Harrison doesn’t remember exactly how long it took for him to realize that he was not going to be treating any injured people at his hospital, but at one point he did want to do something to help. So he and a colleague walked toward the World Trade Center hoping to offer their medical expertise at the site of the country’s worst terrorist attack.
“My close colleague and I thought we could help in the rescue efforts if they found people in the rubble,” Harrison said. “The amazing thing was that while we were walking, everyone else was headed in the other direction. But we were physicians and felt like we could go there to help. We got as close as we could, but the police told us they didn’t need doctors because there just wasn’t anyone alive to take care of. It was just horrible.”
Seeing that he wasn’t able to help, Harrison considered going back to his home in New Jersey. But with the city shut down and transportation lines not operational, he knew that would be impossible. Instead he walked from 14th to 87th to spend a restless night at his parents’ apartment. There was nothing else he could do on that terrible day.
“I didn’t get back to my home until the next night,” Harrison said. “Late in the afternoon the following day, we could still see what was left of the World Trade Center burning.”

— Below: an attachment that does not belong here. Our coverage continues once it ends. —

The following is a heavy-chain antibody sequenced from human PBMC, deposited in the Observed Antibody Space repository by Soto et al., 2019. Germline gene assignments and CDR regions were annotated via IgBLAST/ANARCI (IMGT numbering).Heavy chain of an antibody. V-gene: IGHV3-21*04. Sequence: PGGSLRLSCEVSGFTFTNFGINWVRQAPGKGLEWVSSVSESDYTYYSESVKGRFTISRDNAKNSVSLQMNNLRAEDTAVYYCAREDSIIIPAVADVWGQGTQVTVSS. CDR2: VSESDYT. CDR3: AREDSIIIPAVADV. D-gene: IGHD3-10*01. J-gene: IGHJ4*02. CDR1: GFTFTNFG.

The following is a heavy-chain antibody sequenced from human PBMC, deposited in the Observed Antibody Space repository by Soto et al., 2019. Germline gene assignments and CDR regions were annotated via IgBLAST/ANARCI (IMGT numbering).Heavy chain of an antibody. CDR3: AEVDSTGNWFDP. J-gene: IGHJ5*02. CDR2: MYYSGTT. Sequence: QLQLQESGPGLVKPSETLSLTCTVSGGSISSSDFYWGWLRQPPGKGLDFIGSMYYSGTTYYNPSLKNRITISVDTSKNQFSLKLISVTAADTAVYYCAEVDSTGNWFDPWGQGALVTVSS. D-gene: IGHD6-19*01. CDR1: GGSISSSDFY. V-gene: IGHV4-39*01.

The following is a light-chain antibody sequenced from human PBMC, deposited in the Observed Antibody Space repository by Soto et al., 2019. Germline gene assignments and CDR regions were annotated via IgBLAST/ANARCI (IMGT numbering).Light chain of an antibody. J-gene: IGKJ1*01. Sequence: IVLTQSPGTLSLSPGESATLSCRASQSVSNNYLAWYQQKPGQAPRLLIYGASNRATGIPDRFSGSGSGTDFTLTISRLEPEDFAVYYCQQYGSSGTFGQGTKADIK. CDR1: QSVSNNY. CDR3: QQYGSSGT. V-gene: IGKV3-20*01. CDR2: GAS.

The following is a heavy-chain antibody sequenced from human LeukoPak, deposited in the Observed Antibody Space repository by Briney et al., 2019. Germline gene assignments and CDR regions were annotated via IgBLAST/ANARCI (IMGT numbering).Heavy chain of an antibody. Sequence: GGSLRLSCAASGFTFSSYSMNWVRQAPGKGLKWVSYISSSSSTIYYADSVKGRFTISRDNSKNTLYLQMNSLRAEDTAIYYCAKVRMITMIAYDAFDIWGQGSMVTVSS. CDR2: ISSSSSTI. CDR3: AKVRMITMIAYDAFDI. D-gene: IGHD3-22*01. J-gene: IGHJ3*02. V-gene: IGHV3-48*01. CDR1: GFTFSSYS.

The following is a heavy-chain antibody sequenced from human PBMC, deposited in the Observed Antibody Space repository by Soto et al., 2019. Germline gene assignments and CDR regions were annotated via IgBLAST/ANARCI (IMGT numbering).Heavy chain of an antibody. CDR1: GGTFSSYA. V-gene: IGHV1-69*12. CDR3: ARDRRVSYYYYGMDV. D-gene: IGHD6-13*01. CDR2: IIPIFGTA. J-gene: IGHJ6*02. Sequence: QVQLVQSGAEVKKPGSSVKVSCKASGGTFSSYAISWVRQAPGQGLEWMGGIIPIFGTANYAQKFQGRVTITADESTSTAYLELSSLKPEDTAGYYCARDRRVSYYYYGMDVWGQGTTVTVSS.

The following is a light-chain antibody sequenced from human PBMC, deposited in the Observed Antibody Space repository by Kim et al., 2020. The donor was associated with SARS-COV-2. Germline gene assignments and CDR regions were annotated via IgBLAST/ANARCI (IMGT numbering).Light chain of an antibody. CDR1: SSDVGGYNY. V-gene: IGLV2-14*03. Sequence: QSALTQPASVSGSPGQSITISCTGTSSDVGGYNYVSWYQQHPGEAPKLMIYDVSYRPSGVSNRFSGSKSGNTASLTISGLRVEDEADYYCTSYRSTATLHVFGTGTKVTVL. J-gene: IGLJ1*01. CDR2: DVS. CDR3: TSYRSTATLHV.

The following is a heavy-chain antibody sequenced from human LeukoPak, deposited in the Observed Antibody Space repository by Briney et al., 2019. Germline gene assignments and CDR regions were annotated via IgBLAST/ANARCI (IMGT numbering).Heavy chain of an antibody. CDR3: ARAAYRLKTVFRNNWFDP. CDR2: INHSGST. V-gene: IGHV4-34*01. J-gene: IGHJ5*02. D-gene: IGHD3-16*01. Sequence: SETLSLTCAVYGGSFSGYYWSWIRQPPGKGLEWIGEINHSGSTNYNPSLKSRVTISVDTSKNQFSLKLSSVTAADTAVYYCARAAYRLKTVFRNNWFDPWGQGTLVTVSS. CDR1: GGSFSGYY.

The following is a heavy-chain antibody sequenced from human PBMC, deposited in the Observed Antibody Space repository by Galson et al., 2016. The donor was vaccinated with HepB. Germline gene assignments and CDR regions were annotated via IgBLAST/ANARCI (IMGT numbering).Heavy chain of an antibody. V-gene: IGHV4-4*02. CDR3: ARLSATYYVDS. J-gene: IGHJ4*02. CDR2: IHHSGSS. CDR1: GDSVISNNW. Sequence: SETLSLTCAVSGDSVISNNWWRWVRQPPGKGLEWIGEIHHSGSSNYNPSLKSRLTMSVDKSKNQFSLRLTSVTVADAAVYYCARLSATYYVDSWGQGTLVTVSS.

Like most of the country, Harrison was dazed following the 9/11 attacks. But he continued to work and was back in his office just a few short days later. After all, cancer patients still needed medical care, even after an attack like the one that hit New York City.
But returning to normal was difficult. Not only were more details coming out about the terrorist plot to destroy the United States, but Harrison continued to learn just how close those attacks hit him personally.
The Friday following the events of Sept. 11, Harrison was scheduled to meet with one particular patient whom he was treating for cancer of the nasopharynx. When the patient didn’t show up for his appointment, Harrison decided to call him.
“He and I had really bonded during his treatment, he was a special person and it was unlike him to be a no-show,” Harrison said. “To get his number I had to pull his chart — it was all paper charts back then. That’s when I saw his work address. He worked for a company whose offices were in the World Trade Center, which was headquartered in the top of the North Tower. I saw that and got a chill.”